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Food as Medicine

Director, CRCPHP
Cynthia Thomson, PhD, RD, CSO

The most effective cancer prevention therapy can’t be found in a miracle pill or through an expensive series of medical procedures. Cynthia Thomson, PhD, RD, CSO, said the best treatment can be found in the produce section of your local supermarket.

“Many of the compounds and bioactive chemicals that occur naturally in vegetables and fruit act to protect us against cancer,” Dr. Thomson said. “Many of the medicines we use to treat people are derived from these foods.”

Dr. Thomson is a professor of public health and director of the Canyon Ranch Center for Prevention and Health Promotion (CRCPHP) at the University of Arizona’s Mel and Enid Zuckerman College of Public Health. She has been an active researcher and clinician at The University of Arizona since 1992 and a University of Arizona Cancer Center member since 2000. 

Dr. Thomson has more than 30 years of clinical and research experience in diet, obesity and cancer. She is a nationally recognized expert in the area of diet and health, having served as a national spokesperson for the American Dietetic Association, and she co-authored the American Cancer Society’s consumer book for diet, physical activity and cancer prevention guidance for survivors of cancer.

She has led several dietary intervention trials and directed the graduate program at the Department of Nutritional Sciences in the UA College of Agriculture and Life Sciences. These experiences make her uniquely positioned to improve the health of the public through effective and strategic research, interventions, community engagement, outreach and new, innovative training programs.

And, in perhaps her most impressive achievement, she came up with a plan to convince her two sons to make healthful eating a lifelong routine.

In the mid 1990s, Dr. Thomson embarked on “The Year of Fruits and Vegetables” with her boys, Daniel and Patrick. When the Thomsons would shop for groceries, she asked her sons to pick out a fruit or vegetable none of them had ever tried before. Eventually, this adventure led the Thomsons to Asian markets, farmers’ markets, and even to Willcox to visit the independent farms.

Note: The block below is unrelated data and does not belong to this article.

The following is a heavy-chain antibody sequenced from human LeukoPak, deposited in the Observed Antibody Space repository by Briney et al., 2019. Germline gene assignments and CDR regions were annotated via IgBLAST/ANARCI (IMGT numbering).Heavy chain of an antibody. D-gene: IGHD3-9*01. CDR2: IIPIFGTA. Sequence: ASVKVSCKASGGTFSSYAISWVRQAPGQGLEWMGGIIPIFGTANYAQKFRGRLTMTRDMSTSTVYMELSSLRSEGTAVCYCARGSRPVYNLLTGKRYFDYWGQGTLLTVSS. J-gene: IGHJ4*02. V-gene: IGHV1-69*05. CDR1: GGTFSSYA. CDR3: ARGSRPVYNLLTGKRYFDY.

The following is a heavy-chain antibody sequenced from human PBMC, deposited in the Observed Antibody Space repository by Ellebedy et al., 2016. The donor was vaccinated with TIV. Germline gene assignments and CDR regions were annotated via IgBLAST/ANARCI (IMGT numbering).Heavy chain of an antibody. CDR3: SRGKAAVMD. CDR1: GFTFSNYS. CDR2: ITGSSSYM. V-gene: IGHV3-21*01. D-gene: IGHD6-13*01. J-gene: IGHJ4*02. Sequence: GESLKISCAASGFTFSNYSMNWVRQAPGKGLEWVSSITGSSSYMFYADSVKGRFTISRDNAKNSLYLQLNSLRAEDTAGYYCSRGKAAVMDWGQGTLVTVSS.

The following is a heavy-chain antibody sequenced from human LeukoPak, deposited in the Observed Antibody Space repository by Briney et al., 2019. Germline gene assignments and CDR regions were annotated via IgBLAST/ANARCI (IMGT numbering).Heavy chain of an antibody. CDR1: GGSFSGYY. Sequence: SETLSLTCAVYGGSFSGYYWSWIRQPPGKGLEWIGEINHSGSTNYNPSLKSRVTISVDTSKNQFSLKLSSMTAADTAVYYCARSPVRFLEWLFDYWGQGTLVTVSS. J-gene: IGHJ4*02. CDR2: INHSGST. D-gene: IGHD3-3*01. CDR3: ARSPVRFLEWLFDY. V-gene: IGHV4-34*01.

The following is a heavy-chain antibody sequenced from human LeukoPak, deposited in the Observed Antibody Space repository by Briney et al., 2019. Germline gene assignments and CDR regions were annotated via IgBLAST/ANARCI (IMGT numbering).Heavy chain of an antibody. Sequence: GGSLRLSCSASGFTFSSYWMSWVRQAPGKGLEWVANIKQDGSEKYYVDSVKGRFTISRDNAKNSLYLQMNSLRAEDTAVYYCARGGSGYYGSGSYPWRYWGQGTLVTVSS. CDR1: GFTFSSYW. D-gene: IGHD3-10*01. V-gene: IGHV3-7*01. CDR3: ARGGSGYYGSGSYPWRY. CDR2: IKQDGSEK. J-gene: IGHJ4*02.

“We would always find a new treat or some new way to prepare an old stand-by,” Dr. Thomson said. “It was a lot of fun. The boys were old enough to get involved, but not quite old enough to have their eating habits set in stone.”

Today, Dr. Thomson’s sons have carried those healthful eating lessons into their early-to-mid 20s.

“People have these horrible memories of vegetables they tried to eat when they were young kids and they never try again,” Dr. Thomson said. “Healthy eating can be challenging if you hang on to old preferences. It’s about being creative and finding new ways to enrich your diet.”

A good rule of thumb is to make sure one-third of your shopping cart is filled with fruits and vegetables. Color variance is important, as well. This is an easy way to make sure your body is getting all of the nutrients essential for cancer prevention.

“The biochemicals present in vegetables and fruit can act as a small, low dose of medication,” Dr. Thomson said. “If you get that dose every single day of your life, it’s going to help protect you. Hopefully, you won’t have to take that large dose through pharmaceuticals later in life.”

Dr. Thomson added that it is important that consumers get in the habit of reading food labels and knowing what those numbers mean. Just because a food is marketed as healthy doesn’t mean that it necessarily delivers on that promise.

“For example, we’ve found that green tea has many positive health benefits, including a reduction in cancer risk for certain people,” Dr. Thomson said. “But now, you see it bottled up with dozens of other flavors and sweeteners. We had this healthy product that has now been diluted to the point where the beneficial compounds in some products have been minimized.”

Some people might not see this as such a big deal. After all, a diet low in essential nutrients can be fixed by a multivitamin regimen, right?

Well, not quite.

“What we’ve been able to ascertain through our studies is that multivitamin use is typically a marker of other good health habits,” Dr. Thomson said. “Those people who take multivitamins tend to be the people who are also eating balanced diets, reading labels, not smoking and receiving regular health screenings.” In addition, multivitamins do not contain the important, naturally occurring bioactive compounds found in vegetables and fruit.

So now you’re eating a healthful diet and you know what foods to avoid. What else can you do to minimize your cancer risk?

For starters, increase your physical activity. Most people mistakenly believe that a few minutes of serious exercise per day is enough, but that’s only the beginning.

“What we’re now realizing is that even people who exercise for 30 minutes several times a week may sit at their televisions and computers for hours at a time without moving. That is a major health risk,” Dr. Thomson said. “I set the alarm on my phone to remind me to get up and move every hour if I’ve been at my desk for too long.”

There are no quick-fix solutions to improve one’s health and reduce one’s risk for cancer. Consistency is the key. It comes from a daily diet rich in vegetables and fruit. It comes from regular physical activity. It comes from a healthy body weight. And it comes from creativity.

“I’d hate to one day live in a world like The Jetsons, where all your nourishment comes in pill form,” Dr. Thomson said. “With the internet, anyone can find fun, innovative and simple ways to prepare healthy foods.”

By Nick Prevenas. Reprinted with permission from the University of Arizona Cancer Center's Act Against Cancer, Winter 2012 issue.

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